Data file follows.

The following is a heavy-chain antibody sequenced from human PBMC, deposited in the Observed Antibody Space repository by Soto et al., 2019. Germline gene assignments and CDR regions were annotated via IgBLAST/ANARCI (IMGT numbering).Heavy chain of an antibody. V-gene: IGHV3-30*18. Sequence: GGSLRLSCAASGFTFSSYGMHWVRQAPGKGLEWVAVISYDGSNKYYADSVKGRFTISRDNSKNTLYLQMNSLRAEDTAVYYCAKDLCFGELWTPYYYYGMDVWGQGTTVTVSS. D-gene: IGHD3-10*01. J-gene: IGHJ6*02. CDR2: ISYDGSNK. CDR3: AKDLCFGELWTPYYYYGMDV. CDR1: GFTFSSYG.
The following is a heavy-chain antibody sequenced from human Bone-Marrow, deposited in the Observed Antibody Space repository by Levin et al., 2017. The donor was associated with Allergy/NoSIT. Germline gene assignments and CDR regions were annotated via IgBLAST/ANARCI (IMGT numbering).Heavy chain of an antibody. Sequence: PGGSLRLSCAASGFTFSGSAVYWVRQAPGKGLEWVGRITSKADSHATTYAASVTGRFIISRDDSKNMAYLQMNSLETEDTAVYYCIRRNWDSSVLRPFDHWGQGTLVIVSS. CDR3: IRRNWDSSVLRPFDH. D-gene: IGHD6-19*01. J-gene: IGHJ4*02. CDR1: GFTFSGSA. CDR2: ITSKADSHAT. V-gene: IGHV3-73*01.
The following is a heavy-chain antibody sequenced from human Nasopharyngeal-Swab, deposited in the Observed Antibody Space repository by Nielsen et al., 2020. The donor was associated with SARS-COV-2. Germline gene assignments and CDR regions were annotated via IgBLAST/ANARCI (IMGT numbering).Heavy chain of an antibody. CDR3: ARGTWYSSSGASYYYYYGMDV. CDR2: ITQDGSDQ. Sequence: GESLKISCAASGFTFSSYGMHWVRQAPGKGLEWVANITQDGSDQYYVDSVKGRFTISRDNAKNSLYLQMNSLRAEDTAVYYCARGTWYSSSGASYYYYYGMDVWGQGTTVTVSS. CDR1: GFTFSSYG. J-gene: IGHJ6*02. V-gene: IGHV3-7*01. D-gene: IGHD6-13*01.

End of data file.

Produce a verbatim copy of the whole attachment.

The following is a heavy-chain antibody sequenced from human PBMC, deposited in the Observed Antibody Space repository by Soto et al., 2019. Germline gene assignments and CDR regions were annotated via IgBLAST/ANARCI (IMGT numbering).Heavy chain of an antibody. V-gene: IGHV3-30*18. Sequence: GGSLRLSCAASGFTFSSYGMHWVRQAPGKGLEWVAVISYDGSNKYYADSVKGRFTISRDNSKNTLYLQMNSLRAEDTAVYYCAKDLCFGELWTPYYYYGMDVWGQGTTVTVSS. D-gene: IGHD3-10*01. J-gene: IGHJ6*02. CDR2: ISYDGSNK. CDR3: AKDLCFGELWTPYYYYGMDV. CDR1: GFTFSSYG.
The following is a heavy-chain antibody sequenced from human Bone-Marrow, deposited in the Observed Antibody Space repository by Levin et al., 2017. The donor was associated with Allergy/NoSIT. Germline gene assignments and CDR regions were annotated via IgBLAST/ANARCI (IMGT numbering).Heavy chain of an antibody. Sequence: PGGSLRLSCAASGFTFSGSAVYWVRQAPGKGLEWVGRITSKADSHATTYAASVTGRFIISRDDSKNMAYLQMNSLETEDTAVYYCIRRNWDSSVLRPFDHWGQGTLVIVSS. CDR3: IRRNWDSSVLRPFDH. D-gene: IGHD6-19*01. J-gene: IGHJ4*02. CDR1: GFTFSGSA. CDR2: ITSKADSHAT. V-gene: IGHV3-73*01.
The following is a heavy-chain antibody sequenced from human Nasopharyngeal-Swab, deposited in the Observed Antibody Space repository by Nielsen et al., 2020. The donor was associated with SARS-COV-2. Germline gene assignments and CDR regions were annotated via IgBLAST/ANARCI (IMGT numbering).Heavy chain of an antibody. CDR3: ARGTWYSSSGASYYYYYGMDV. CDR2: ITQDGSDQ. Sequence: GESLKISCAASGFTFSSYGMHWVRQAPGKGLEWVANITQDGSDQYYVDSVKGRFTISRDNAKNSLYLQMNSLRAEDTAVYYCARGTWYSSSGASYYYYYGMDVWGQGTTVTVSS. CDR1: GFTFSSYG. J-gene: IGHJ6*02. V-gene: IGHV3-7*01. D-gene: IGHD6-13*01.